Pig tails reveal outbreak of tail biting. Pig farmers can take preventive action.
Zonderland observed nearly one thousand weaned pigs - pigs of four to ten weeks old that have just been separated from the sow. He recorded the position of the pig tails that had not been docked. Zonderland noticed that the tails were curled, pointed straight backwards, were wagging or were stuck between the hind legs. 'In our previous study we had already noticed that pigs with curly tails virtually never had any damage. But there was always something with pigs with their tails between their legs.' He has now quantified that observation. A quarter of the pigs seen to have their tails between their legs in two observations had serious wounds on their tails three days later. Bite marks from other pigs were found on 32 per cent of these pigs. 'With their tail between their legs' therefore heralds tail biting. 'Pigs already have the potential to bite, only you don't yet see the effect on their tails', says Zonderland.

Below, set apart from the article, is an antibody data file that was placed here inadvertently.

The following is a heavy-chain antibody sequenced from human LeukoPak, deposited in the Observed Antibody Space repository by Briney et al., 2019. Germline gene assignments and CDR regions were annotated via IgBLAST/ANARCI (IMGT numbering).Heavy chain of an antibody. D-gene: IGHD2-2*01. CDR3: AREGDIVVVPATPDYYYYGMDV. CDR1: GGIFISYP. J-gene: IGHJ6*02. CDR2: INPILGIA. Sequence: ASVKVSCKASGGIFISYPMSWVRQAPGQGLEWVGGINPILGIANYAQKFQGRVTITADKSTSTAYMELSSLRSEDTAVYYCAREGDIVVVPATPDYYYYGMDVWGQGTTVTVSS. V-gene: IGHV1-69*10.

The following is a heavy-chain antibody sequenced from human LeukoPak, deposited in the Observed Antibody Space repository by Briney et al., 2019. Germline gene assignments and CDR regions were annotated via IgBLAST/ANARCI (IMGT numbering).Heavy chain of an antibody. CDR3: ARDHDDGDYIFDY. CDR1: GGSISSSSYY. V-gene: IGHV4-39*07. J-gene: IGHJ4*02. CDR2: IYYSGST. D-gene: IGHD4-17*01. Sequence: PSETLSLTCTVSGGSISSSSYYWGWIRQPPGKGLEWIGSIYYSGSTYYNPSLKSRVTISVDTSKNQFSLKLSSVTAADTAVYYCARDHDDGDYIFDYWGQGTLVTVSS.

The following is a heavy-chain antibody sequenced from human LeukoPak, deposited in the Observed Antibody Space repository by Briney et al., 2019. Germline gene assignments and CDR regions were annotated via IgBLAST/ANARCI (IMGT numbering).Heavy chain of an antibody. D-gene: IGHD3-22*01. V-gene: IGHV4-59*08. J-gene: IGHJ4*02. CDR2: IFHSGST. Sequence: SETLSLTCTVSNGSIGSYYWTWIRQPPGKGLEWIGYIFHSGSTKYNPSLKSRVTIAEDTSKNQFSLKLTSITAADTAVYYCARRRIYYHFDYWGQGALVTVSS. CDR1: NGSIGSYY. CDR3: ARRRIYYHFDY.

In this way pig farmers can recognize and prevent an outbreak of tail biting. Even throwing handfuls of straw or a toy into the group of pigs twice a day can make a big difference, another of his studies showed. 'It is much more difficult to stop the tail biting once the tails are wounded and there is blood on them.' A precondition is that the pig farmer needs to walk attentively through the pig shed at regular intervals, surveying the pigs' behaviour and the position of their tails.
The researcher admits that this is not easy if you have three thousand pigs in your pig sheds. But there is no alternative as he has not yet found a generally applicable cause of tail biting. 'Every pigsty has its own story.'